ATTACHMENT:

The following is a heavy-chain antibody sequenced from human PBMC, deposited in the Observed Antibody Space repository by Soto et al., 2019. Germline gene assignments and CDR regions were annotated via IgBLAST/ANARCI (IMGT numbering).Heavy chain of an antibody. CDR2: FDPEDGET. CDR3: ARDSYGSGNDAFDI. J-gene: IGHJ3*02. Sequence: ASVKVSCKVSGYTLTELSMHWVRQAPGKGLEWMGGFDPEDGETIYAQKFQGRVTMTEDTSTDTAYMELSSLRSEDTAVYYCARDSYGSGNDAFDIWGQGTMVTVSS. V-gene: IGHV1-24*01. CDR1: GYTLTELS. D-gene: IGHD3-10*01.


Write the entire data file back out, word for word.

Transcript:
The following is a heavy-chain antibody sequenced from human PBMC, deposited in the Observed Antibody Space repository by Soto et al., 2019. Germline gene assignments and CDR regions were annotated via IgBLAST/ANARCI (IMGT numbering).Heavy chain of an antibody. CDR2: FDPEDGET. CDR3: ARDSYGSGNDAFDI. J-gene: IGHJ3*02. Sequence: ASVKVSCKVSGYTLTELSMHWVRQAPGKGLEWMGGFDPEDGETIYAQKFQGRVTMTEDTSTDTAYMELSSLRSEDTAVYYCARDSYGSGNDAFDIWGQGTMVTVSS. V-gene: IGHV1-24*01. CDR1: GYTLTELS. D-gene: IGHD3-10*01.